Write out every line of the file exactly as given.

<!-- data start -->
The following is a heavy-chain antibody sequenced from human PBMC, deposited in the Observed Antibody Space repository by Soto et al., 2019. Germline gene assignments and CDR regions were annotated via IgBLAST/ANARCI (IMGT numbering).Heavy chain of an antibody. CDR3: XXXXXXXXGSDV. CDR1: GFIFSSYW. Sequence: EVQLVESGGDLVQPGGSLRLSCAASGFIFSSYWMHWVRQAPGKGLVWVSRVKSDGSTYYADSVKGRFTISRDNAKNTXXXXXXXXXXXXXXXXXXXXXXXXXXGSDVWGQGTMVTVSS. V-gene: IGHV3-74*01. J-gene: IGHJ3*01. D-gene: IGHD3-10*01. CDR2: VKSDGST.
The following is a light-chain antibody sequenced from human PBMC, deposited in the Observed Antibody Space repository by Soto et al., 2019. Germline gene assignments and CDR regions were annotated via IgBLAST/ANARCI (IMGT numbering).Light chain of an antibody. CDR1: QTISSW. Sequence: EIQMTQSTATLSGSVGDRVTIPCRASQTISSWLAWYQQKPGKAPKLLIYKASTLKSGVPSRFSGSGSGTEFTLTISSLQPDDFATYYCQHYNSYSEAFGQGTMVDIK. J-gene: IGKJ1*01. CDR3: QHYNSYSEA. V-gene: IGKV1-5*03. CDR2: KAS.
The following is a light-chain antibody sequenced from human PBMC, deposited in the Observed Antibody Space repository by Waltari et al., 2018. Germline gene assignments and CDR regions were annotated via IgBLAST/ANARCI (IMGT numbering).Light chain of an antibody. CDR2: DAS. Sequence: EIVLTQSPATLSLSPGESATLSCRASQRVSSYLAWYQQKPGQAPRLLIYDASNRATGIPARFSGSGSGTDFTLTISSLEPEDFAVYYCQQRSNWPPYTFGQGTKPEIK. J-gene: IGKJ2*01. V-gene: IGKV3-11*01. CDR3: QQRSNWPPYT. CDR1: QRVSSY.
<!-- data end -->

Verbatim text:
The following is a heavy-chain antibody sequenced from human PBMC, deposited in the Observed Antibody Space repository by Soto et al., 2019. Germline gene assignments and CDR regions were annotated via IgBLAST/ANARCI (IMGT numbering).Heavy chain of an antibody. CDR3: XXXXXXXXGSDV. CDR1: GFIFSSYW. Sequence: EVQLVESGGDLVQPGGSLRLSCAASGFIFSSYWMHWVRQAPGKGLVWVSRVKSDGSTYYADSVKGRFTISRDNAKNTXXXXXXXXXXXXXXXXXXXXXXXXXXGSDVWGQGTMVTVSS. V-gene: IGHV3-74*01. J-gene: IGHJ3*01. D-gene: IGHD3-10*01. CDR2: VKSDGST.
The following is a light-chain antibody sequenced from human PBMC, deposited in the Observed Antibody Space repository by Soto et al., 2019. Germline gene assignments and CDR regions were annotated via IgBLAST/ANARCI (IMGT numbering).Light chain of an antibody. CDR1: QTISSW. Sequence: EIQMTQSTATLSGSVGDRVTIPCRASQTISSWLAWYQQKPGKAPKLLIYKASTLKSGVPSRFSGSGSGTEFTLTISSLQPDDFATYYCQHYNSYSEAFGQGTMVDIK. J-gene: IGKJ1*01. CDR3: QHYNSYSEA. V-gene: IGKV1-5*03. CDR2: KAS.
The following is a light-chain antibody sequenced from human PBMC, deposited in the Observed Antibody Space repository by Waltari et al., 2018. Germline gene assignments and CDR regions were annotated via IgBLAST/ANARCI (IMGT numbering).Light chain of an antibody. CDR2: DAS. Sequence: EIVLTQSPATLSLSPGESATLSCRASQRVSSYLAWYQQKPGQAPRLLIYDASNRATGIPARFSGSGSGTDFTLTISSLEPEDFAVYYCQQRSNWPPYTFGQGTKPEIK. J-gene: IGKJ2*01. V-gene: IGKV3-11*01. CDR3: QQRSNWPPYT. CDR1: QRVSSY.